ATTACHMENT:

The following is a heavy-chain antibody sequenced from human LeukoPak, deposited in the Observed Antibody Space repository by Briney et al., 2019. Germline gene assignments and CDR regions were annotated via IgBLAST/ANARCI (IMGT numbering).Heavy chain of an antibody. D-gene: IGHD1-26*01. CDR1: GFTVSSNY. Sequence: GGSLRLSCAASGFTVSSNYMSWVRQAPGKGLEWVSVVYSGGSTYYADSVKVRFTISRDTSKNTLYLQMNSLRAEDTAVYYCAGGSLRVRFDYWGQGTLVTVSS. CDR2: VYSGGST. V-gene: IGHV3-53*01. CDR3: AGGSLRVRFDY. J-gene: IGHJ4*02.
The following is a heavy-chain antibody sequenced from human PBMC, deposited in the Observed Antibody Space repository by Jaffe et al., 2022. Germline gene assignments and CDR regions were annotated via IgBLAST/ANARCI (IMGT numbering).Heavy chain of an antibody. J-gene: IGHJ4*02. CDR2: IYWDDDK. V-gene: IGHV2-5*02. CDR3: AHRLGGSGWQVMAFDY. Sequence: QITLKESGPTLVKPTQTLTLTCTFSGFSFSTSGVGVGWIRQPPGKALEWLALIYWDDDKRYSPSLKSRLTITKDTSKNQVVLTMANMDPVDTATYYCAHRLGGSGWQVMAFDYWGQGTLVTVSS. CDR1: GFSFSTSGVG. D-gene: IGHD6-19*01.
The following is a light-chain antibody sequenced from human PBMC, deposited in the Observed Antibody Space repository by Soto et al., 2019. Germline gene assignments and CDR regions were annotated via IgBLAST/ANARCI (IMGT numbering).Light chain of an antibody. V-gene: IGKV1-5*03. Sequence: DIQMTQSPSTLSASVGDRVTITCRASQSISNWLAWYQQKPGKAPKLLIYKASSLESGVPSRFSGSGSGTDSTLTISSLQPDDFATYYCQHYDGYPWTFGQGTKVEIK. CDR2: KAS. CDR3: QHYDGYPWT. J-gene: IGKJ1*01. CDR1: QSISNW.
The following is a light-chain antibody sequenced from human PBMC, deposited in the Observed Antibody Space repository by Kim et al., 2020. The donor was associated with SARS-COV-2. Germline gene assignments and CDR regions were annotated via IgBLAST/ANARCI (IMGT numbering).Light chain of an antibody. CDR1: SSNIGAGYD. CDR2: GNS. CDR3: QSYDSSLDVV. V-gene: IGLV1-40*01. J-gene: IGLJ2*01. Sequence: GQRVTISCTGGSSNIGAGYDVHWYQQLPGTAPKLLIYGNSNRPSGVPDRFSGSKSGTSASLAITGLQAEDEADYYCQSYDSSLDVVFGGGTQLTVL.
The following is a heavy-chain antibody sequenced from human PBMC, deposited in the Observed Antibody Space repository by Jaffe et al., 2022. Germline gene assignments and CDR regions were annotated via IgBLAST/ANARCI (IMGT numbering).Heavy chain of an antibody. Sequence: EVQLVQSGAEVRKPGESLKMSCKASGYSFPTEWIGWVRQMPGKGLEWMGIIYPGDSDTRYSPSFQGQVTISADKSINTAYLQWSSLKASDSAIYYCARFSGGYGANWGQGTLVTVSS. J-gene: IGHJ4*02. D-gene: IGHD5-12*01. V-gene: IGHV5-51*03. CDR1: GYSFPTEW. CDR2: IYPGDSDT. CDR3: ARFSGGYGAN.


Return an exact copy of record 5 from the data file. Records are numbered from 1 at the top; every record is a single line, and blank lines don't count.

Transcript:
The following is a heavy-chain antibody sequenced from human PBMC, deposited in the Observed Antibody Space repository by Jaffe et al., 2022. Germline gene assignments and CDR regions were annotated via IgBLAST/ANARCI (IMGT numbering).Heavy chain of an antibody. Sequence: EVQLVQSGAEVRKPGESLKMSCKASGYSFPTEWIGWVRQMPGKGLEWMGIIYPGDSDTRYSPSFQGQVTISADKSINTAYLQWSSLKASDSAIYYCARFSGGYGANWGQGTLVTVSS. J-gene: IGHJ4*02. D-gene: IGHD5-12*01. V-gene: IGHV5-51*03. CDR1: GYSFPTEW. CDR2: IYPGDSDT. CDR3: ARFSGGYGAN.